Germany says where to go, our vaccine is not for sale to Trump

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Anger among German ministers grows at U.S. President Donald Trump over his desire to monopolize access to a potential COVID-19 vaccine developed by a German biotech firm.

While Europe has remained in the epicenter of the global COVID-19 outbreak, the row between Germany and the U.S. has grown with Berlin saying the rights to recent coronavirus vaccine research are not for sale to President Donald Trump, accusing him of monopolizing the access to the vaccine.

“Germany is not for sale,” German economy minister Peter Altmaier told broadcaster ARD, while reacting to a front-page report in Welt am Sonntag newspaper headlined “Trump vs Berlin.”

On Sunday, the newspaper reported that the U.S. had offered CureVac, a private firm based in Tuebingen, 30 kilometers south of Stuttgart, a billion dollars for exclusive rights to a vaccine that it is developing, citing government sources in Berlin.

“We know this company, (and) we are in touch with this company,” Altmaier said in the podcast interview, which was conducted in German.

Other German government ministers were quick to comment on the report. “German researchers are leaders in the development of medicines and vaccines, in global collaborations. We cannot allow others to exclusively acquire their research results,” Foreign Minister Heiko Maas told the newspapers of the Funke media group. “We will only defeat this virus together, not against each other,” Maas asserted.

As scientists raced to develop a vaccine against the coronavirus, more than 50,000 people across Europe were infected with the virus, mostly in Italy, Spain, France and Germany, according to the figures released by the European Centre for Disease Prevention and Control. A total of 2,316 people have died as of Monday, the overwhelming majority in Italy.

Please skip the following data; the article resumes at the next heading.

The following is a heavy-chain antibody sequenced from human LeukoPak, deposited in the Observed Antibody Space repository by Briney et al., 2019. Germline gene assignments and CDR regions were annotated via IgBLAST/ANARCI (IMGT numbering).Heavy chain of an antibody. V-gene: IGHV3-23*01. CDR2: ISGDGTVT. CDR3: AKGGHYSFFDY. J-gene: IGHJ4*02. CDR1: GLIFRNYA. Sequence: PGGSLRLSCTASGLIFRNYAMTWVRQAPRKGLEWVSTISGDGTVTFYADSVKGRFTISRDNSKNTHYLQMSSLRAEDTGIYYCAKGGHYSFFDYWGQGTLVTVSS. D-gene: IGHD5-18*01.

Global infections outstrip China cases

The coronavirus outbreak marked a distinct shift in focus Monday, with reported infections in the rest of the world overtaking those in China.

The pandemic has infected more than 169,000 people and killed more than 6,500 globally. Around the globe, societies inched toward a shutdown of much of public life — bars, restaurants, school and work. China, where the virus was first detected in December, now accounts for less than half of the world’s 169,000 cases, according to a tally by Johns Hopkins University.

A shutdown of public gatherings and a quarantine of the hardest-hit central region has steadied China’s caseload as the virus spreads rapidly elsewhere. In the latest tally, China’s National Health Commission reported 16 new cases of the coronavirus in the previous 24 hours. Twelve of them were imported from overseas. China now has 80,860 confirmed cases. The health commission said 67,749 patients have recovered and been discharged from hospitals. Fourteen more deaths were reported in the last 24 hours, raising the toll to 3,213.

Spain has become the fourth most virus-infected country in the world, surpassing South Korea with a sharp curve of contagion, and closing its borders is a “real possibility” being considered. Coronavirus cases in Spain rose by roughly 1,000 cases in 24 hours to 8,744 on Monday, and the number of fatalities reached 297.

In the U.K., British Prime Minister Boris Johnson’s government’s decision to keep schools open has faced backlash with angry parents keeping their children at home and complaining that other countries were doing more to stop the spread of coronavirus. Britain has reported 1,372 confirmed cases of coronavirus and 35 deaths, fewer than in Italy, Spain and France, where schools have been shut, though the British numbers are expected to rise. Johnson’s spokesman said the scientific advice was that school closures were not a step the government should be taking at this time, but a growing number of parents are refusing to send their children to school.

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